The production quality was good. The reader had a good voice and communicated the information relatively well. However, the author's "unconventional" and "expert" interpretations and opinions were neither "unconventional" nor "expert". A straightforward communication of the statistics and relative material would have been far more interesting. In short, "Freakanomics" was really "Pooreconomics." The book was highly speculative, biased, dull and worse yet typical. It reminded me of real estate ads that read: "Charming, spacious, great neighborhood!!!!!"
This was a great book that requires you to step back and look at life and see that maybe stats and numbers aren't all there is to life but maybe they are reflective of life. Or maybe not.
This is a very interesting listen. It offers fascinating statistics and sheds new light on "everyday" subjects, such as whether or not Sumo wrestlers cheat, the history of the Klan and the Klan's effect on the number of lynchings, etc. The only problem that I have with the book is that the author frequently talks in sweeping generalizations, and this takes away from his credibility.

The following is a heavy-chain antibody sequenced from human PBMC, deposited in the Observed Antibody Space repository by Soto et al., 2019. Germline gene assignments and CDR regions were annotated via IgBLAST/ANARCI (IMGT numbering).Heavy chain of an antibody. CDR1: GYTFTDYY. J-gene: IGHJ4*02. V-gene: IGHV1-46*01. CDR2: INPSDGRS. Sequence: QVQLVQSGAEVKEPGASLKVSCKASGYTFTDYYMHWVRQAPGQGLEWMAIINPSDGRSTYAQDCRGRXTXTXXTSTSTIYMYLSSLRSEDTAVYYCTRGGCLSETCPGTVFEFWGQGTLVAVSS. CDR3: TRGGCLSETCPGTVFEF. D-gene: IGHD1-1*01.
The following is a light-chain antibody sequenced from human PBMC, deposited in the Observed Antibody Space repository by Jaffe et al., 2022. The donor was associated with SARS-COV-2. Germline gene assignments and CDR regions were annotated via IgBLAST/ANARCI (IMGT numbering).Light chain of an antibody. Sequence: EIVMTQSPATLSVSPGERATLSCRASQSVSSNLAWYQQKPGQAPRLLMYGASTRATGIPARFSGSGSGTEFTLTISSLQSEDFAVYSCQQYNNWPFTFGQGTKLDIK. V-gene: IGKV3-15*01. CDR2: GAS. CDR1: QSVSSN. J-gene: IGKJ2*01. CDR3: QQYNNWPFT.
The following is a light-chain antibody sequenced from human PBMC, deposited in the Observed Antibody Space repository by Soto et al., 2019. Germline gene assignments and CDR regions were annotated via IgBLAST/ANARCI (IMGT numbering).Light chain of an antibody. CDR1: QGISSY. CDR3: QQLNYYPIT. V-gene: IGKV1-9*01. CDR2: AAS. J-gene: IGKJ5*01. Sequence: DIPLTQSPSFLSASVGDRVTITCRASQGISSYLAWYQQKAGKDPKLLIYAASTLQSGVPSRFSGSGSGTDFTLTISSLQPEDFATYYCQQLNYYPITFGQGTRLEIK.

A fascinating insight into the connections between things, and how statistics lie, Levitt and company provide interesting insights into how everyday economics works. My only real complaint was that it was too short--I would have loved to listen to 5 more hours of this.
Biomedical entrepreneur. Lifelong Libertarian. Yoga enthusiast.
This book should be made mandatory reading for every politician, legislator, United States president, governor, journalist, news editor, professor, teacher, student, lawyer, judge, business executive and -- in sum -- human being with a pulse and an interest in how the world works. It all sounds like common sense but SURPRISE! this sense isn't all that common. You owe it to yourself to read this book and raise your understanding of cause and effect, and the damage caused by truisms that aren't true at all.
This book is not about economics. I'm not sure what it's about.
I gave it one star, but only because I couldn't rate it zero.
I grieve for the forests decimated to make the paper to print its original release; such a waste.
Not too heavy or terse, but full of well researched and developed information...just fascinating. A great listen for just about anyone; though a couple of topics can be touchy, the authors are careful to approach them purely from a scientific economics perspective with no social agenda.